THE ELEPHANT WHISPERER
Somchat Changkarn and his charges can communicate without words – this mahout can tell how the animals are feeling by their body language. He spends up to 12 hours per day with the pachyderms at the Thai Elephant Conservation Center.
A life for the gentle giants of Thailand
There is no holding back when the elephants see water! A few moments ago, the troop was taking a leisurely trot towards the lake in single file and then, suddenly, they crash down the bank and throw themselves into the cool water. “Bath time is the real high point of the day for our charges,” explains Somchat Changkarn. The Thai mahout has been in the job at the Thai Elephant Conservation Center (TECC) in Lampang for 17 years. To make things easier for visitors to the Center, the 40-year-old goes by Dang for short. He has two children and is now the chief mahout, caring for 111 elephants, along with the rest of his team. The Center is around 80 km south-east of the provincial capital, Chiang Mai, in the north of Thailand. The Center covers a large, wild area full of thick forests and lush, green hills; a breeding station and elephant hospital; a visitor centre and a mahout school.
Mahouts are trained elephant herders, able to direct these grey giants with simple commands, gestures and touches. “Nobody knows elephants like an experienced mahout,” says Dang. “We can read their body language precisely and it tells us how that animal is feeling at that moment and what it needs, and when it is time for a refreshing bath in the lake, they tell us that, too. They get restless and that shows us that they want to go down to the water.”
Splashing in the lake is skincare
Baths are not just about the welcome cooling effect for elephants. In fact, the skincare implications are far more important. “That is why bathing in the lake is a part of their daily routine,” explains Dang. This is where the elephants wash off the muddy crust they have built up over several “sand baths”. They use the sand to protect themselves from the sun, from overheating and from irritating insects.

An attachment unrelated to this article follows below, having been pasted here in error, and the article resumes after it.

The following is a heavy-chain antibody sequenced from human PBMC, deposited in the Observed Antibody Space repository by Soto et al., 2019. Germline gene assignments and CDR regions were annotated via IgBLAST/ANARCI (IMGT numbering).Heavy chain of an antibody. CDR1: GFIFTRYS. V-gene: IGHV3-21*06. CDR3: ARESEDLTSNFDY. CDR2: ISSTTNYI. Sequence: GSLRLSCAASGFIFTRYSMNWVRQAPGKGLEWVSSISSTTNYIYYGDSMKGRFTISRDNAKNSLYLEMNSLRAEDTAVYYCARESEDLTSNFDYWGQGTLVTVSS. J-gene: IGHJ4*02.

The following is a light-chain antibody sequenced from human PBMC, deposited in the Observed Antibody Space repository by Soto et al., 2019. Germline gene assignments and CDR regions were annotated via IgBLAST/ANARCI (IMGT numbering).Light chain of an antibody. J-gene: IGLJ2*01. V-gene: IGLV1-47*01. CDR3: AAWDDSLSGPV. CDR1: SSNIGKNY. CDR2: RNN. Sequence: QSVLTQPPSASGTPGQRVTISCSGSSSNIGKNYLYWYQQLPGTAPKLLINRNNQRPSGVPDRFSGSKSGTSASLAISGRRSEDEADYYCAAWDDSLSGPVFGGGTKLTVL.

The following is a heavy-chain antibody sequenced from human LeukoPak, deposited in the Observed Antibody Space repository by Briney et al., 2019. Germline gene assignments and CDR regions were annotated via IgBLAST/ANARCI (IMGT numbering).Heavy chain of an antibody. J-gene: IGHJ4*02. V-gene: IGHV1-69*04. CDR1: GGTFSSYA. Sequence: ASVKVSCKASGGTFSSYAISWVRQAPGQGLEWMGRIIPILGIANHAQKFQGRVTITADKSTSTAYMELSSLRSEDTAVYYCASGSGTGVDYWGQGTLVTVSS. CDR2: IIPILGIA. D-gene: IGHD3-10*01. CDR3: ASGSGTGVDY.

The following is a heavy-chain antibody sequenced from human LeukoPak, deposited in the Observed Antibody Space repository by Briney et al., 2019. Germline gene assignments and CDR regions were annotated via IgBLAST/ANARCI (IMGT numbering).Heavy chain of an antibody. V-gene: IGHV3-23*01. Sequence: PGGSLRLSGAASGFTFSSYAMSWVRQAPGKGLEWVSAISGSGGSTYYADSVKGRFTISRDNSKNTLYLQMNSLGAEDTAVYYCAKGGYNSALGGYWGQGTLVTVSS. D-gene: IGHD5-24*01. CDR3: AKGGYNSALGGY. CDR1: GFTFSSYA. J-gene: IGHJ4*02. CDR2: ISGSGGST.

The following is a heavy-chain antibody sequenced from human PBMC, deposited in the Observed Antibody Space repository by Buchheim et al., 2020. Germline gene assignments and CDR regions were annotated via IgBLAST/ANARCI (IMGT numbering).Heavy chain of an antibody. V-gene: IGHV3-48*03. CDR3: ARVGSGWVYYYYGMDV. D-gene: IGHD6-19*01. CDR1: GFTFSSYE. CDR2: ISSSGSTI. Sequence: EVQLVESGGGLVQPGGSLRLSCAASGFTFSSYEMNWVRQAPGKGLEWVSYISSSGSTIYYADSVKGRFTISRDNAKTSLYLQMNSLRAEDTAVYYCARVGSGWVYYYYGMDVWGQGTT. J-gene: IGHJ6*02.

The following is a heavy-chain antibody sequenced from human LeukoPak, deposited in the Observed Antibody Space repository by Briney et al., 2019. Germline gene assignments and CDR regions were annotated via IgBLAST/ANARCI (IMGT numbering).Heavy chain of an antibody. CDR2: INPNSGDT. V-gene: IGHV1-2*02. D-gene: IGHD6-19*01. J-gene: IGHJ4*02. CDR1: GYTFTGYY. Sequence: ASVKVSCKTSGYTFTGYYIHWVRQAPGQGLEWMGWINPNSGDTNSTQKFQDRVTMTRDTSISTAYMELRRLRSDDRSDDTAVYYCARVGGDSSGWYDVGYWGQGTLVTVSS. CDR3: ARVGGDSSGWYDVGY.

Thailand – the home of the elephants
The day-to-day lives of humans and elephants are more closely interwoven in Thailand than anywhere else on earth. Up until 1917, the national flag even featured a white elephant to symbolise the absolute monarchy. The birth of a white elephant (often albino or “normal” elephants with paler flecks of pigment on their ears or foreheads) was regarded as a good omen for the ruler of the time. Even today, white calves automatically pass into the ownership of the Thai royal family and, according to legend, one of Buddha’s incarnations was as a white elephant. Many Thais believe that the country’s borders depict the head of an elephant. The “forehead” forms the border with neighbouring Myanmar in the north and the “trunk” stretches to the Andaman Sea in the west, plunging into the Gulf of Thailand in the east.
Working animals with no work